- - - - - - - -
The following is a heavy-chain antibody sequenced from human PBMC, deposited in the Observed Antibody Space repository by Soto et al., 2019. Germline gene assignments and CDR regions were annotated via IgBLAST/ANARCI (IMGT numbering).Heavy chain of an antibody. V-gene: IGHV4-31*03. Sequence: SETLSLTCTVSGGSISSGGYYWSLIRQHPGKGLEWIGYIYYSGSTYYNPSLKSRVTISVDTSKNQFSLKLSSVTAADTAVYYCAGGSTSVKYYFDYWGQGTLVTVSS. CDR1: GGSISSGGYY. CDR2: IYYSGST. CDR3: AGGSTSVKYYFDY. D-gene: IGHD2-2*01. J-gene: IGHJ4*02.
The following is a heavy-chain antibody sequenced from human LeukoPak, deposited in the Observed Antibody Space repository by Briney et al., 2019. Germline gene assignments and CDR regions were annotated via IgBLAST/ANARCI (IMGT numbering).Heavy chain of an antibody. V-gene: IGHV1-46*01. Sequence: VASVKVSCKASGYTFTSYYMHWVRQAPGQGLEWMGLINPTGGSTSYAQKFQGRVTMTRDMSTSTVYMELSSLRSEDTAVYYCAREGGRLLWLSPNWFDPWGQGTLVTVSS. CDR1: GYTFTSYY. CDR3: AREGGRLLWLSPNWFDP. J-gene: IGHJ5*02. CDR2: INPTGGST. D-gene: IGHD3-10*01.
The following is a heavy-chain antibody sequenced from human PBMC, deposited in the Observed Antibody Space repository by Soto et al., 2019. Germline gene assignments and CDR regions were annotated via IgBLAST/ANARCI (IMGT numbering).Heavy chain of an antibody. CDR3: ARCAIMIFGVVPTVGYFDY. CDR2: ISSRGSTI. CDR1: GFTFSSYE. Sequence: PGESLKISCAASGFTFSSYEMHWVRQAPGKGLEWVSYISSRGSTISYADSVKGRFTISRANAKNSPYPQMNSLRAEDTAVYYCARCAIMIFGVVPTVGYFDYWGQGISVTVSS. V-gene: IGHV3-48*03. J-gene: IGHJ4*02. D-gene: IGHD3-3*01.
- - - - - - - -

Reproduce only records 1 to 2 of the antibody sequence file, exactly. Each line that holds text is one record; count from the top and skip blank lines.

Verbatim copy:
The following is a heavy-chain antibody sequenced from human PBMC, deposited in the Observed Antibody Space repository by Soto et al., 2019. Germline gene assignments and CDR regions were annotated via IgBLAST/ANARCI (IMGT numbering).Heavy chain of an antibody. V-gene: IGHV4-31*03. Sequence: SETLSLTCTVSGGSISSGGYYWSLIRQHPGKGLEWIGYIYYSGSTYYNPSLKSRVTISVDTSKNQFSLKLSSVTAADTAVYYCAGGSTSVKYYFDYWGQGTLVTVSS. CDR1: GGSISSGGYY. CDR2: IYYSGST. CDR3: AGGSTSVKYYFDY. D-gene: IGHD2-2*01. J-gene: IGHJ4*02.
The following is a heavy-chain antibody sequenced from human LeukoPak, deposited in the Observed Antibody Space repository by Briney et al., 2019. Germline gene assignments and CDR regions were annotated via IgBLAST/ANARCI (IMGT numbering).Heavy chain of an antibody. V-gene: IGHV1-46*01. Sequence: VASVKVSCKASGYTFTSYYMHWVRQAPGQGLEWMGLINPTGGSTSYAQKFQGRVTMTRDMSTSTVYMELSSLRSEDTAVYYCAREGGRLLWLSPNWFDPWGQGTLVTVSS. CDR1: GYTFTSYY. CDR3: AREGGRLLWLSPNWFDP. J-gene: IGHJ5*02. CDR2: INPTGGST. D-gene: IGHD3-10*01.